First, we need to ease up on this defensiveness about being a “good person.” We are not dogs. We do not get treats for being good boys. And we aren’t good boys just because we don’t poop in the house anymore. No, we are humans with complexity and consciences. We are all flawed. We are all capable of change and improvement. We should act like it, and let go of our white-knuckle grip on “being a good person.”

After all, if you hurt someone, I can guarantee you they don’t care that you and your mom think you’re a good person. They want you to change your behavior so you don’t hurt them again.

Second, we need to understand that racism is more a verb than a noun. Racism is about what one does, not who one is. If you find it triggering to think of yourself as “a racist,” fine, let go of that word. Look instead at what you do, what you say, what you don’t do, what you don’t say. Look at your verbs, not your nouns. Because calling yourself “not a racist” is basically like a bad Wikipedia page: [citation needed.] You don’t get off the hook that easy.

(I anticipate this objection: “I don’t do racist things! I don’t lynch people, or use the n-word, or…[end of list]” If you think racism is that limited, I have a bridge to sell you.)

This post is about shame.

I’m not here to shame anyone. I still hold that shame doesn’t work to change people’s minds. And don’t we want people’s minds to change? We want the world to change, and so much of racism comes directly from the minds of white people: in our willful blindness to inequity, our knee-jerk race-based emotional reactions; our unchallenged assumptions; our subconscious judgments; our defensiveness and guilt and fragility and clannishness. Look at the way we process information differently if it comes from a black person than a white person, whether it be a personal anecdote or legal testimony or medical symptoms.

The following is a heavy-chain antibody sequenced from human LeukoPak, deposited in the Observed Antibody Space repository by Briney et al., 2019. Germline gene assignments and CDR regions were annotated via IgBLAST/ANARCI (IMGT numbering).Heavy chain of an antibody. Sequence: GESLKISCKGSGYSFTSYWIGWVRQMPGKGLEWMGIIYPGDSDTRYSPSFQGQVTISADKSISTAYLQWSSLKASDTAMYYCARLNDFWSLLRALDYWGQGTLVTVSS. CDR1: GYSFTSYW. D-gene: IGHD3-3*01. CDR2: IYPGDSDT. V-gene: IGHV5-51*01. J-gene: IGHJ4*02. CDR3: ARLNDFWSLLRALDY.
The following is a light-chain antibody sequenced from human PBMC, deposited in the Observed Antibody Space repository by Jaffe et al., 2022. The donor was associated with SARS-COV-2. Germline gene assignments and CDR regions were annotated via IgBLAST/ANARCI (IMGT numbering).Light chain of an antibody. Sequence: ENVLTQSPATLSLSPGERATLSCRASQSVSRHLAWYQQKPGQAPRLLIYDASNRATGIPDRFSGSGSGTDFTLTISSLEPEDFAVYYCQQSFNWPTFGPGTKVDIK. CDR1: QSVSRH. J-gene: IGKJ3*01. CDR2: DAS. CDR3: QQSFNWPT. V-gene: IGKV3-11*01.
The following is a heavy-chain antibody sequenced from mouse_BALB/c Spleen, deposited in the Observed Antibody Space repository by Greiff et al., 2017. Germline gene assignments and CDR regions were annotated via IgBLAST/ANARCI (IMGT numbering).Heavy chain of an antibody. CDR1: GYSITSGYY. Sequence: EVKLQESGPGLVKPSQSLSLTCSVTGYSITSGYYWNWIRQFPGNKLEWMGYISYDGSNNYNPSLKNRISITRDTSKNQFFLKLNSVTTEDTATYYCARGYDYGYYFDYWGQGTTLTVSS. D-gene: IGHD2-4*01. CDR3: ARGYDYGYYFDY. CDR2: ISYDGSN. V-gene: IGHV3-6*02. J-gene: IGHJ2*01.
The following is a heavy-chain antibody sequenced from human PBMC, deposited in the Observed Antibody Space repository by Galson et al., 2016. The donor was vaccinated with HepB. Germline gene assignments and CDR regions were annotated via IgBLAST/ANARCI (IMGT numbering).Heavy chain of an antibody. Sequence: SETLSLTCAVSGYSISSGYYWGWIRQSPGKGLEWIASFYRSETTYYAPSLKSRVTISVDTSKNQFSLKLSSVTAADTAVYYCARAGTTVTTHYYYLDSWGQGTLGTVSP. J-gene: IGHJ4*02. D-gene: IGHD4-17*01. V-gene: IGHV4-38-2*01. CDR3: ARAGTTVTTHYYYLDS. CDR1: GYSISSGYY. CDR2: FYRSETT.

How it takes so damn much evidence for us to look at what black people have been saying and go, “oh, wow, you might have a point there. Why didn’t you say anything sooner?”

We need our minds to change if we want to see change in the world.

So all of us need to be willing to be vulnerable. To be wrong. To remember that it’s our actions that count, not our image. 

From Rachel Rodgers’s stories

We have to be able to see racism. Not in just the cartoonish way, but in the subtle, insidious ways that even “good people” participate in and enable daily.

My hope is that this post helps in that project. But if I miss the mark, and I know I will, hold me accountable. I need to be more concerned about doing differently than about appearing to be good.